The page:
Israel told Hezbollah it inadvertently killed fighter in Syria air strike: Report
Israel sent a message to Hezbollah saying it had unintentionally killed one of the group's fighters in an air strike in Syria last week, the Lebanese Al-Mayadeen channel reported Saturday night.
Hezbollah on Tuesday blamed "Zionist aggression" after commander Ali Kamel Mohsen was killed when a barrage of Israeli air strikes struck positions south of Damascus on Monday night.
In the message, reportedly sent to the Lebanese group via the United Nations, Israel told Hezbollah that it was unaware that the group's fighters were in the target area.
It further warned the group against retaliation, according to the report from Al-Mayadeen, a pro-Hezbollah channel.
Hezbollah, meanwhile, confirmed that it had received the message but denied any Israeli threats.
Tensions between Israel and Hezbollah have been high since Monday's strike. Israel has stepped up its defences along its northern border, and has redirected traffic away from roads thought to be exposed.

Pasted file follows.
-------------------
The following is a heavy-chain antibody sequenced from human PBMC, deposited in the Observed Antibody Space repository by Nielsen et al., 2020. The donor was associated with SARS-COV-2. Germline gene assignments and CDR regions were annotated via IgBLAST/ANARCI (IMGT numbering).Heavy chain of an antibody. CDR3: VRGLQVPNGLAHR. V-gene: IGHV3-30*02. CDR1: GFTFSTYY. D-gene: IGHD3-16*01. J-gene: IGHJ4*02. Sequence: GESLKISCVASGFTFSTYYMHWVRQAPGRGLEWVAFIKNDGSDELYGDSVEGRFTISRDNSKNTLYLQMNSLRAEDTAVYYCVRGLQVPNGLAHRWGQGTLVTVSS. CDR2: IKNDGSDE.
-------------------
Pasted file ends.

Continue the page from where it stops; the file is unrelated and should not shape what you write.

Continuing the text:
The office of Israeli Prime Minister Benjamin Netanyahu ordered ministers not to publicly comment on tensions along the northern borders with Syria and Lebanon, Channel 12 reported.
In several towns in Israel's north, roads that pass through exposed areas will be closed and alternate routes will be made available. The military has also decided to reduce the number of troops and equipment at the front lines and erect more effective defences in case of an attack.
Five Iran-backed fighters were killed when missiles hit weapons depots and military positions belonging to Syrian government forces, according to the Syrian Observatory of Human Rights.
The attack wounded at least seven Syrian troops, according to the official SANA news agency, which said the missiles were launched by warplanes from the Golan Heights.
Israel is known to have previously contacted the Lebanese group's operatives in Syria to warn them of impending attacks, telling them to evacuate their bases or vehicles.
Hezbollah has been officially fighting in Syria in support of the Bashar al-Assad government since 2013, preventing the loss of key parts of the country to rebel and militant forces.
Although the Israeli government sees the prevention of advanced military technology falling into Hezbollah's hands as a priority, it is also keen to not have to engage the Lebanese group in a hot war like the one in 2006.